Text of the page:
Prison and Detention Center Conditions
Prison conditions remained poor and threatened inmates' health, although the Civil Society Monitoring Board (CSMB), an organization established by government initiative involving prison monitoring by NGO personnel, reported some improvements as authorities began to renovate old prisons. Cells were overcrowded, inmates lacked basic hygiene supplies, and food quality remained poor. The CSMB reported that prisoners were at high risk of contracting tuberculosis, and adolescents held in juvenile facilities rarely received the schooling required by law. The CSMB reported other chronic problems, including denial of visitor privileges, medical neglect, and in some cases, physical abuse.
According to observers, most instances of abuse of prisoners and detainees by law enforcement authorities occurred in police offices, rather than in police detention facilities which are subject to human rights monitoring. In its November 2006 report, the CPT noted allegations that detainees had spent up to 10 days in various police district divisions in Yerevan without mattresses, blankets, and food other than that supplied by relatives. In its December report, the CPT said it observed an improvement in police holding areas that had been refurbished, or were in the process of refurbishment in 2006. Mattresses, blankets, and food were supplied to detainees at the facilities that CPT observed. The CPT reported deficiencies, however, in the Vanadzor, Sisian, and Yeghegnadzor police departments, namely small cell space, cold temperatures, and lack of hot water.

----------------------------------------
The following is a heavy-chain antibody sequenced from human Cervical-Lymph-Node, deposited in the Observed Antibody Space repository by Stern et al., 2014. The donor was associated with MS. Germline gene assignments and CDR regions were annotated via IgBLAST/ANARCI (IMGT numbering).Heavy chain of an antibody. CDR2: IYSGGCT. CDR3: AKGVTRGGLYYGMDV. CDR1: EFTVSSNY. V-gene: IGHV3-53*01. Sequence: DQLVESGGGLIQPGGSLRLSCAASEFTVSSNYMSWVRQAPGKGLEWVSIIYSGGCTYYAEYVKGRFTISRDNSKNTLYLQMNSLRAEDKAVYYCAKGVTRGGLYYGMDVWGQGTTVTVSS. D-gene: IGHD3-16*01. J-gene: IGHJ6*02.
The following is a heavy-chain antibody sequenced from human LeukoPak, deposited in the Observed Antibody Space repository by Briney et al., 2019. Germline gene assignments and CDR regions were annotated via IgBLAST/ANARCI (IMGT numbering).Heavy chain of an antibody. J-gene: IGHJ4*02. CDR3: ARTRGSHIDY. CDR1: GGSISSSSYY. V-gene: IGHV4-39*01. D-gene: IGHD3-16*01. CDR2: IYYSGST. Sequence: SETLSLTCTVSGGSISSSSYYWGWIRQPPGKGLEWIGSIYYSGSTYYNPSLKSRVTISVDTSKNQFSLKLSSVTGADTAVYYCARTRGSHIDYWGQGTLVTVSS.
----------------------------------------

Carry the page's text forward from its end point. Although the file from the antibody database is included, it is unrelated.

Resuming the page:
During the year authorities opened a new prison in Vanadzor and completely renovated the prison in Artik, bringing both facilities in line with international standards. In late 2006 and early 2007, authorities closed prisons in Vanadzor and Gyumri, considered the country's two worst.
Corruption in prisons continued to be a problem, exacerbated by very low salaries for prison administration employees, poor and sometimes dangerous working conditions, and a lack of staff. In certain facilities prisoners bribed officials to obtain single occupancy cells and additional comforts. There were also unverified reports that authorities charged unofficial fees to family members and friends seeking to deliver meals to inmates. In some prisons monitors noted that prisoners had difficulty mailing letters and that some prison officials did not adequately facilitate family visits.